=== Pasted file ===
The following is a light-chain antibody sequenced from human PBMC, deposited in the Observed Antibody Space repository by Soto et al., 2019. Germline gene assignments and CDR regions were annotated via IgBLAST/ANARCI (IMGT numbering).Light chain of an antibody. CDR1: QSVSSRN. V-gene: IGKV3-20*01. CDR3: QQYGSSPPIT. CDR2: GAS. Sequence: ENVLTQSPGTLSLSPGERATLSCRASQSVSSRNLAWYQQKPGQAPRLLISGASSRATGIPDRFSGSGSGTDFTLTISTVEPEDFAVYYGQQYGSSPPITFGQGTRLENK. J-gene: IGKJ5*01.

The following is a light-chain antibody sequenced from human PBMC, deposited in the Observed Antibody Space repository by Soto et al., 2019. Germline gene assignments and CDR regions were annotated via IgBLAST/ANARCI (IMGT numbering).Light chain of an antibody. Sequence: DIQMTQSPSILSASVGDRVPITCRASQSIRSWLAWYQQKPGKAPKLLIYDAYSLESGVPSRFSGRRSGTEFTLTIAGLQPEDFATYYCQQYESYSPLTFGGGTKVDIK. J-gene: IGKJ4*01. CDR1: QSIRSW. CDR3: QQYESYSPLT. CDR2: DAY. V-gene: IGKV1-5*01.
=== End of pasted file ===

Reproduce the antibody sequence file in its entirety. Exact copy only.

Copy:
The following is a light-chain antibody sequenced from human PBMC, deposited in the Observed Antibody Space repository by Soto et al., 2019. Germline gene assignments and CDR regions were annotated via IgBLAST/ANARCI (IMGT numbering).Light chain of an antibody. CDR1: QSVSSRN. V-gene: IGKV3-20*01. CDR3: QQYGSSPPIT. CDR2: GAS. Sequence: ENVLTQSPGTLSLSPGERATLSCRASQSVSSRNLAWYQQKPGQAPRLLISGASSRATGIPDRFSGSGSGTDFTLTISTVEPEDFAVYYGQQYGSSPPITFGQGTRLENK. J-gene: IGKJ5*01.

The following is a light-chain antibody sequenced from human PBMC, deposited in the Observed Antibody Space repository by Soto et al., 2019. Germline gene assignments and CDR regions were annotated via IgBLAST/ANARCI (IMGT numbering).Light chain of an antibody. Sequence: DIQMTQSPSILSASVGDRVPITCRASQSIRSWLAWYQQKPGKAPKLLIYDAYSLESGVPSRFSGRRSGTEFTLTIAGLQPEDFATYYCQQYESYSPLTFGGGTKVDIK. J-gene: IGKJ4*01. CDR1: QSIRSW. CDR3: QQYESYSPLT. CDR2: DAY. V-gene: IGKV1-5*01.